Tuesday, May 22, 2007

Hope Returns

Looking outside my window it is patently impossible to believe that there is anything wrong with the environment. Branches that appeared to be little more than dead sticks a few weeks ago are now a rich riot of green. The earth, very recently cold and seemingly barren, is now home to a dozen different spring flowers - each one dancing joyously in the spring breeze.

And then there are the trees. The silent skeletons that stood like sentinels through months of cold, damp, wind and rain are suddenly adorned in gentle canopies of green. Still so virginal, not completely mature, waiting like young maidens at a dance to spread their foliage wide open and join in the frenzy dance of life renewed.

I have to admit that late May is probably my favourite time of year. There are so many shades of green visible, that it's virtually impossible to begin to name them, let alone drink in their beauty. The soft green of a new leaf, the crisp green of a tulip leaf unfolding to reveal its crimson guest, the electric green of new grass made even more vibrant by a late afternoon rain, the lemon-lime of willow trees as they hang their sweet branches down, almost to scrape the earth, creating magical tents in the process.

There is another reason why I love spring so much. Both our boys, now young men, were born in May. When they were little, my husband Brian taught our two boys, that their birthdays would arrive when the leaves came back on the trees. This idea particularly fascinated our oldest son, Matthew. As a young child, Matthew would begin watching the trees as soon the snow had melted, waiting for the very first buds of life to appear.

"Is it my birthday, yet?" Matthew would ask his Dad.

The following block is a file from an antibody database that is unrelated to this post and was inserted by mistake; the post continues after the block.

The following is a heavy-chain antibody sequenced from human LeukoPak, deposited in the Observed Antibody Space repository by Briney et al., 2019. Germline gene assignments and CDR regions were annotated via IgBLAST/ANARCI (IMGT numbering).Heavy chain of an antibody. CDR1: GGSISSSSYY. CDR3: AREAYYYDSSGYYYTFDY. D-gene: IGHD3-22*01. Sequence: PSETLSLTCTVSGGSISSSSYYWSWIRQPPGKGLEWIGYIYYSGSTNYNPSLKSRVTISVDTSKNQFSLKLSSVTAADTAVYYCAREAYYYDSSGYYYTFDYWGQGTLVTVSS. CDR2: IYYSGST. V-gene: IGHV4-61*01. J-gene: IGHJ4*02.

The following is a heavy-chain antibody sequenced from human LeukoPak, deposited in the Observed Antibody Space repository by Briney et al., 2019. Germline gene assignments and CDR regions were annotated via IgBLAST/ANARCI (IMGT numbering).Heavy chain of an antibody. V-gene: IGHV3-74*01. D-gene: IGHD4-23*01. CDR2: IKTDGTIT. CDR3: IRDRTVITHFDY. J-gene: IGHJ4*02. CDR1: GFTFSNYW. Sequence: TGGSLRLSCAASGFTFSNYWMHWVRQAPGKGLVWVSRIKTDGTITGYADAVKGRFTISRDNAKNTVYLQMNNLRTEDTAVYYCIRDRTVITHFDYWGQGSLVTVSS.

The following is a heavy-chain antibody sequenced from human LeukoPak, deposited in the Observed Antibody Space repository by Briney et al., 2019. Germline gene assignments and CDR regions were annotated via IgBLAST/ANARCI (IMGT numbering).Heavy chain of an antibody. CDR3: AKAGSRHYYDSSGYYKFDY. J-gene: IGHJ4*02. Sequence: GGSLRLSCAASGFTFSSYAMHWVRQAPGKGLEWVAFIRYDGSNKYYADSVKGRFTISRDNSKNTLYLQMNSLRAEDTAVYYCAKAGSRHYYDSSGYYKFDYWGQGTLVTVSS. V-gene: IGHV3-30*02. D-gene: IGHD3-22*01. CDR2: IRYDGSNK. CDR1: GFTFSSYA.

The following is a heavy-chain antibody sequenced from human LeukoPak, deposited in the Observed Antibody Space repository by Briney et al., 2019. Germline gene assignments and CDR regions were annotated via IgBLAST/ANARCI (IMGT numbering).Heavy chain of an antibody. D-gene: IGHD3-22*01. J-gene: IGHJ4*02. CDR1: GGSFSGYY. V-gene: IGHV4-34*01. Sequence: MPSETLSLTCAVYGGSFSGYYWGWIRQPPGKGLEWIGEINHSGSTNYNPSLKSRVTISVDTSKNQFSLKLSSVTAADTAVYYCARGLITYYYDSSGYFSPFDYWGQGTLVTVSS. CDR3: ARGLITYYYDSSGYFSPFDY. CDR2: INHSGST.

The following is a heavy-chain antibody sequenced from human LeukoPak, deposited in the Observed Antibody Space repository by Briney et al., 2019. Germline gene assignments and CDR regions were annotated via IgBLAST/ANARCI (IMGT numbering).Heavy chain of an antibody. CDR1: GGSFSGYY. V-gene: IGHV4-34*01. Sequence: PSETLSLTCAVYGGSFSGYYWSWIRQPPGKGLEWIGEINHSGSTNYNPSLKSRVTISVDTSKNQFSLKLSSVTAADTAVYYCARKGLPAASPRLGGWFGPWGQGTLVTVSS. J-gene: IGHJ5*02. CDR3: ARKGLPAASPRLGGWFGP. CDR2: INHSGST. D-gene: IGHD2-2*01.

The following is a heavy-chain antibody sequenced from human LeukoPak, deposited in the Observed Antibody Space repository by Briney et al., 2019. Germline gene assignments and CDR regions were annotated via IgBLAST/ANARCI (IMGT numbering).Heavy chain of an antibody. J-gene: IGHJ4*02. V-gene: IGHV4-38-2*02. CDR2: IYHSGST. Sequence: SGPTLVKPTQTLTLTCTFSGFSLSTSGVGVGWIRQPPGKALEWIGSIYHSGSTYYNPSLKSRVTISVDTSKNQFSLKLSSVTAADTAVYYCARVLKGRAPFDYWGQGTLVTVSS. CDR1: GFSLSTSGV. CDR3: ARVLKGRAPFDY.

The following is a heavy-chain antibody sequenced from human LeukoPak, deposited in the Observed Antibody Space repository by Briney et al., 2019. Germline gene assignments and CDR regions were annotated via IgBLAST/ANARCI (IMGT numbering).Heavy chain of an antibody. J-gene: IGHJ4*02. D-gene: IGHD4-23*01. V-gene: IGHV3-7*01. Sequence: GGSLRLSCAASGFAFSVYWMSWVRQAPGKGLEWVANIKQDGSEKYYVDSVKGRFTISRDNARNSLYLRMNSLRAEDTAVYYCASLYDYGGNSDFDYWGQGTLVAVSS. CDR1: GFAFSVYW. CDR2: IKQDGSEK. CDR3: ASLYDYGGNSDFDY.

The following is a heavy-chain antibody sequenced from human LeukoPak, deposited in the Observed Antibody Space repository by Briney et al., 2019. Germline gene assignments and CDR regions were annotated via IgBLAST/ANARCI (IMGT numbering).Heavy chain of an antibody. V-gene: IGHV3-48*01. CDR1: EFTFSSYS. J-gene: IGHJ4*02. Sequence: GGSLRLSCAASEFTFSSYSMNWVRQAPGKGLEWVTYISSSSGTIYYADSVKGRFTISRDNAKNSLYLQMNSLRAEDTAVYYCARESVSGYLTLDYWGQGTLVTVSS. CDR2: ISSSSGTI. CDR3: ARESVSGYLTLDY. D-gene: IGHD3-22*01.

"Are the leaves back on the trees, son?" Brian would reply.

When the boys were little we hung a swing from one of the trees. Matthew in particular loved being pushed up into the mighty branches of the tree, where thousands of leaves would tickle him.

"Push me up into the leaves, Daddy!" Matthew would squeal with delight.

As I sat looking up into the trees last weekend, reveling in their new birth, I realized that while I am impressed at their tremendous girth, what a mazes me most is the tiny branches at their tips. It is this new fragile growth that reaches the furthest and extends the life of the trees into the heavens above. It was these branches that sparkled most in the afternoon sun, dancing lightly in the breeze and capturing my heart.

Like our children, trees are magnificent gifts of creation that enrich our lives beyond comprehension. Their magnificent canopies reduce the heat of a summer's day and provide shelter and warmth from the winter's wind. Trees are the lungs of the planet, providing life-giving oxygen and absorbing the carbon dioxide that threatens the very stability of our climate. They are sanctuaries for the human spirit and provide a compact between generations. Like our children, trees keep us rooted to the ground and yet they encourage us to look skyward to the heavens and to possibilities we can only imagine.


This weekend, celebrate the return of spring and the miracle of new life by planting a tree. Make sure that you pick an indigenous variety that won’t threaten other plant life.

In one year, a single tree can offset the carbon dioxide produced by a car driving 41,600 kilometers. In addition, trees also filter toxic pollutants from the air with their leaves and from ground water with their roots. Three trees strategically planted around your home can reduce heating costs 10 to 30 percent, and cooling costs by 10 to 50 percent. To find out more about environmental and economic value of trees, visit the following websites:

Most people can name their province's official flower, but did you know that each province and territory has its own tree, too? To find out more, visit the Canadian Forestry Association.

The Global Forest Science website offers a comprehensive guide to the most common trees of Canada.

Tree Canadais a charitable organization dedicated to encouraging Canadians to plant and care for trees in our urban and rural environments.


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